Annapurna (the long version)
Alright…. the afternoon rains have started here in Kathmandu, time for me to post about the Annapurna trek.
Just getting there was an adventure! We took a public bus to the bus stand – we were so proud of ourselves for figuring it out…. though others on the bus were not so thrilled with our big packs! We had to take ring road (which goes around the city of Kathmandu) to the bus stand. Well…. it wasn’t so much a bus stand – but various vendors on the side of a very busy road – with lots of people seeing opportunity when they saw us! We had lots of offers for taxis, buses, and probably other items that we were unaware of!
Finally, we got a bus to Besi Sahar where our trek would start. Our bus, a ‘micro’ was basically a 15 passenger van, but it can fit up to 21 people (as evidenced on our ride out). our packs went up top and away went. People got in along the way, people got out, loud Nepali music blared, we passed trucks and buses on blind curves, we bumped over potholes, kids puked. Lots of good times. and then 6 long, hot, dusty hours later we arrived in Besi Sahar – ready to start our trek the next morning.
The trek starts in what are called the Middle Hills, lush, green hills that are filled with villages, terraced rice paddies, and waterfalls. Oh, and leeches…. yes, we are trekking at the end of the monsoon season, so there are leeches — because everything is wet and hot and humid and we were walking in puddles and sometimes streams…. we realized it on day two when Katherine had blook soaking through her pants on her calf. I hesitantly pulled up my pant legs and … EEK! No leech to be seen, but plenty of dried blood on my leg! then, later, when I pulled off my socks — three more leech attachs — though we have no idea where the leeches went — probably just took their fill and lept off! ewwwww…..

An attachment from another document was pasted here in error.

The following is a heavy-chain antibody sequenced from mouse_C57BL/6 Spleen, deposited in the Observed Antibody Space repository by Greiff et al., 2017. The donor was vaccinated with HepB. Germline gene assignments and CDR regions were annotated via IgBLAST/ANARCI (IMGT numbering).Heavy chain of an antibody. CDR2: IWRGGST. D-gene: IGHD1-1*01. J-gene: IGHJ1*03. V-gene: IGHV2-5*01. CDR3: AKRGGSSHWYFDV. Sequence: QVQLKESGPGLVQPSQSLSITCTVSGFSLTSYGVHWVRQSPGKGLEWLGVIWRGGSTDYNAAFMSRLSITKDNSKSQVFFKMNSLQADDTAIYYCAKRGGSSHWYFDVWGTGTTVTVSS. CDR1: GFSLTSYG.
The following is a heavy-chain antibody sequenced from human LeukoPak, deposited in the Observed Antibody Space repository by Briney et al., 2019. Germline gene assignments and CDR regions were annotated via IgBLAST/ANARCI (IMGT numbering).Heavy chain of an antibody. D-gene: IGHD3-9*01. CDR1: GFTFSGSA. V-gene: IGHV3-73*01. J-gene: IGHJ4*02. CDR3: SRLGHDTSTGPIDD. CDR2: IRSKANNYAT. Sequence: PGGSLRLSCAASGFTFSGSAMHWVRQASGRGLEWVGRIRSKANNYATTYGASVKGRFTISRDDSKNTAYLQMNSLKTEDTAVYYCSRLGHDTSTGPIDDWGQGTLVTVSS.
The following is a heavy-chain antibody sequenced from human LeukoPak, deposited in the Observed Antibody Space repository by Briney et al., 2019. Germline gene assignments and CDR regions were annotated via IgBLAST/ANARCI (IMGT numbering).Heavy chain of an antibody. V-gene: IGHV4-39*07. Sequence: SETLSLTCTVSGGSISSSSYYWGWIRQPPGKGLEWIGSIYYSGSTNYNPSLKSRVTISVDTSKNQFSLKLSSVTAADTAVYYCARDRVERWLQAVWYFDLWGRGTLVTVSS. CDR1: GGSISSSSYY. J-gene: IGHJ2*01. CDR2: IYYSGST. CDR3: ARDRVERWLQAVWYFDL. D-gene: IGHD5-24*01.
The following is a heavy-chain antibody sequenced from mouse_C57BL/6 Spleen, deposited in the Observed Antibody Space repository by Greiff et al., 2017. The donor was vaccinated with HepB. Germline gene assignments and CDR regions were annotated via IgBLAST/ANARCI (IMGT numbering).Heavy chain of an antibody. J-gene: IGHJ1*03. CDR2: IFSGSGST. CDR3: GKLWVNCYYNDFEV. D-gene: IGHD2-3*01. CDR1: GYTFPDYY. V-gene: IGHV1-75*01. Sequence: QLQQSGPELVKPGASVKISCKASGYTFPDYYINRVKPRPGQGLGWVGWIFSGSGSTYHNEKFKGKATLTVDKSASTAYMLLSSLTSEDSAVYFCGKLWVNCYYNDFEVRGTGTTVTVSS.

Have to say, we were happy to get out of the middle hills — though it was pretty — it was HOT and HUMID and sticky and we were ready for some mountain time…. The higher we went, the cooler it got and the air did get some what drier…. (did I mention that we were trekking at the end of the monsoon?!)
Also, the higher we went, the further north we went, the more buddhist it became. Every little village we came to had prayer wheels and chortens (or stupas) at the entrance. Each spin of the prayer wheel sends your prayers to the gods.
All the while we were hiking at this point, we were folowling a river up through a steep canyon – with water falls thundering down every couple of hundred feet. Finally, we started to climb out of the river valley and up onto a ridge. We found a nice guest house up on top of the ridge – it seemed like it would have a great view — but of course, everything was hidden in clouds.
[side note — you might be wondering where we stayed each night. The Annapurna circuit is famous for a lot of reasons – the views being one of them, of course, but it is also a great trek because there are tea houses all along the way that you can stay at. Katherine and I would pick a place where we wanted to stay when we got to a village – and we had our choice since it is before the trekking season really starts. Each guest house has nice enough rooms and you eat at the restaurant downstairs. We usually ate dal bhat – but there were other options though we thought the dal bhat (lentls) was a safer option since that is the local food!) Here is a picture of Katherine finding us a guest house before we got into town: